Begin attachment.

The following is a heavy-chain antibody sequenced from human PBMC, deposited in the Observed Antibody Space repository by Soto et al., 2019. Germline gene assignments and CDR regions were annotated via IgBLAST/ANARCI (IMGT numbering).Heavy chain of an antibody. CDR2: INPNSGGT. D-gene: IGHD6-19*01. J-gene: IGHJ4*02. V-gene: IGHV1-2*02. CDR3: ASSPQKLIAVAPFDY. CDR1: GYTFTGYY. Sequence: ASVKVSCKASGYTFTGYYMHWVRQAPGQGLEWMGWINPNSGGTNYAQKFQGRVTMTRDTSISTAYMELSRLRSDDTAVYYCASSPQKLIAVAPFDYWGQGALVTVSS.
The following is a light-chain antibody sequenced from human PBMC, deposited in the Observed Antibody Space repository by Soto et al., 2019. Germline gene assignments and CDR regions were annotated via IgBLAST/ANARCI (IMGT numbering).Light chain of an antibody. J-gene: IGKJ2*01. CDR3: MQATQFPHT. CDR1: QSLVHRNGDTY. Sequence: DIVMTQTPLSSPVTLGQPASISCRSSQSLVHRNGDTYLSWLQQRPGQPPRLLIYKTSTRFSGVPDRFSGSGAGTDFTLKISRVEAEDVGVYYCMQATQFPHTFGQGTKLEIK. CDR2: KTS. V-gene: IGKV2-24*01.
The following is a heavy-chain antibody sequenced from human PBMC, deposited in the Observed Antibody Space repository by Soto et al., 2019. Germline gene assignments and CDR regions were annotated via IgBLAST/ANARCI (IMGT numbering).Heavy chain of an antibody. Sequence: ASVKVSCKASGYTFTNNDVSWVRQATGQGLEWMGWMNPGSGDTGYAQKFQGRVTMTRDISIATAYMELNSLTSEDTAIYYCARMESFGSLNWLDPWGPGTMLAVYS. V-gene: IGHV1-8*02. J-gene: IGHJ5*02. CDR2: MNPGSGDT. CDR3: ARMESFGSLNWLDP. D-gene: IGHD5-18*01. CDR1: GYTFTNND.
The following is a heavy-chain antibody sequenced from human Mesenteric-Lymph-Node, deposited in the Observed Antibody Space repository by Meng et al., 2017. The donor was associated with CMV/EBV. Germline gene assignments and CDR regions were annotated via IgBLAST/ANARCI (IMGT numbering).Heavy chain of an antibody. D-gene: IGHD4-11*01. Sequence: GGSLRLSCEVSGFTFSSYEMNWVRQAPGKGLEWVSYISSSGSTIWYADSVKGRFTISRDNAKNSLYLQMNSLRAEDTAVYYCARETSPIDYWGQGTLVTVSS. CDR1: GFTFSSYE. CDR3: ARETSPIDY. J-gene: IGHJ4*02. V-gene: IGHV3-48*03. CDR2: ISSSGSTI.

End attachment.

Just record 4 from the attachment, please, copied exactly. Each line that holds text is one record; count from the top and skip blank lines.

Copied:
The following is a heavy-chain antibody sequenced from human Mesenteric-Lymph-Node, deposited in the Observed Antibody Space repository by Meng et al., 2017. The donor was associated with CMV/EBV. Germline gene assignments and CDR regions were annotated via IgBLAST/ANARCI (IMGT numbering).Heavy chain of an antibody. D-gene: IGHD4-11*01. Sequence: GGSLRLSCEVSGFTFSSYEMNWVRQAPGKGLEWVSYISSSGSTIWYADSVKGRFTISRDNAKNSLYLQMNSLRAEDTAVYYCARETSPIDYWGQGTLVTVSS. CDR1: GFTFSSYE. CDR3: ARETSPIDY. J-gene: IGHJ4*02. V-gene: IGHV3-48*03. CDR2: ISSSGSTI.